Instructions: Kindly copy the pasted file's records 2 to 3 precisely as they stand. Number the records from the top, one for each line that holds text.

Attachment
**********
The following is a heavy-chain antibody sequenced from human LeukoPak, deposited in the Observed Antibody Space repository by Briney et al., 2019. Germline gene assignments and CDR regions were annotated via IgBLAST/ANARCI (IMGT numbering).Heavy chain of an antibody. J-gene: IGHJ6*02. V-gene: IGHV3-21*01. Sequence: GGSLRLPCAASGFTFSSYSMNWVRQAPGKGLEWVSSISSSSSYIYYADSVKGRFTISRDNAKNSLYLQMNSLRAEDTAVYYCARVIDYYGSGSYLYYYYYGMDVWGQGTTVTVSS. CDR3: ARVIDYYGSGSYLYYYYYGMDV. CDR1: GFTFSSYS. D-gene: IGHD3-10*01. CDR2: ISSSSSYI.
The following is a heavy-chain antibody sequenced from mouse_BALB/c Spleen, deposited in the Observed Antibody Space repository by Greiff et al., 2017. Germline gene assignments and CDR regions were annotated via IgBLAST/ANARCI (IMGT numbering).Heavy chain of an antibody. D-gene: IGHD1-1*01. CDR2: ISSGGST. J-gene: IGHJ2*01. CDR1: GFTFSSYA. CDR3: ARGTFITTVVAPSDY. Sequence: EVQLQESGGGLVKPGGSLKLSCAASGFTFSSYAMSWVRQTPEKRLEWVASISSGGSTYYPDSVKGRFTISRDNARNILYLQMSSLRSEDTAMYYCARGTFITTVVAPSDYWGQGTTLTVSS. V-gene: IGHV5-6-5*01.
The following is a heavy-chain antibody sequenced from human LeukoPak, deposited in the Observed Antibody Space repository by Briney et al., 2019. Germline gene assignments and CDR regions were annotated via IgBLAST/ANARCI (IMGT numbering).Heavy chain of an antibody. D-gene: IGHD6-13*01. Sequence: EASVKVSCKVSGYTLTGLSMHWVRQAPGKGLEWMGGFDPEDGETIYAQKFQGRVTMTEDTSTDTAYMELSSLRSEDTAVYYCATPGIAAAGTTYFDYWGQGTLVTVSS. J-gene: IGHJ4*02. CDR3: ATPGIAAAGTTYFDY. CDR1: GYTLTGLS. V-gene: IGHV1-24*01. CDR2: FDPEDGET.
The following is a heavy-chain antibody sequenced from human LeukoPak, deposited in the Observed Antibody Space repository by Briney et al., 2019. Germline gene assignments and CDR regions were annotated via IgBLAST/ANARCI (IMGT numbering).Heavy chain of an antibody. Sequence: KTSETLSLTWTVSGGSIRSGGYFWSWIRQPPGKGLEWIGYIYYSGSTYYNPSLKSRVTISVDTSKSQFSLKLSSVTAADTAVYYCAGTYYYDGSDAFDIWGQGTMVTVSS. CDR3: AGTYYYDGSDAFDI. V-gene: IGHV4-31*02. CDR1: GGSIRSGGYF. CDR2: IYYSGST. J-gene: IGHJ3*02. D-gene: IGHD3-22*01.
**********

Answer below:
The following is a heavy-chain antibody sequenced from mouse_BALB/c Spleen, deposited in the Observed Antibody Space repository by Greiff et al., 2017. Germline gene assignments and CDR regions were annotated via IgBLAST/ANARCI (IMGT numbering).Heavy chain of an antibody. D-gene: IGHD1-1*01. CDR2: ISSGGST. J-gene: IGHJ2*01. CDR1: GFTFSSYA. CDR3: ARGTFITTVVAPSDY. Sequence: EVQLQESGGGLVKPGGSLKLSCAASGFTFSSYAMSWVRQTPEKRLEWVASISSGGSTYYPDSVKGRFTISRDNARNILYLQMSSLRSEDTAMYYCARGTFITTVVAPSDYWGQGTTLTVSS. V-gene: IGHV5-6-5*01.
The following is a heavy-chain antibody sequenced from human LeukoPak, deposited in the Observed Antibody Space repository by Briney et al., 2019. Germline gene assignments and CDR regions were annotated via IgBLAST/ANARCI (IMGT numbering).Heavy chain of an antibody. D-gene: IGHD6-13*01. Sequence: EASVKVSCKVSGYTLTGLSMHWVRQAPGKGLEWMGGFDPEDGETIYAQKFQGRVTMTEDTSTDTAYMELSSLRSEDTAVYYCATPGIAAAGTTYFDYWGQGTLVTVSS. J-gene: IGHJ4*02. CDR3: ATPGIAAAGTTYFDY. CDR1: GYTLTGLS. V-gene: IGHV1-24*01. CDR2: FDPEDGET.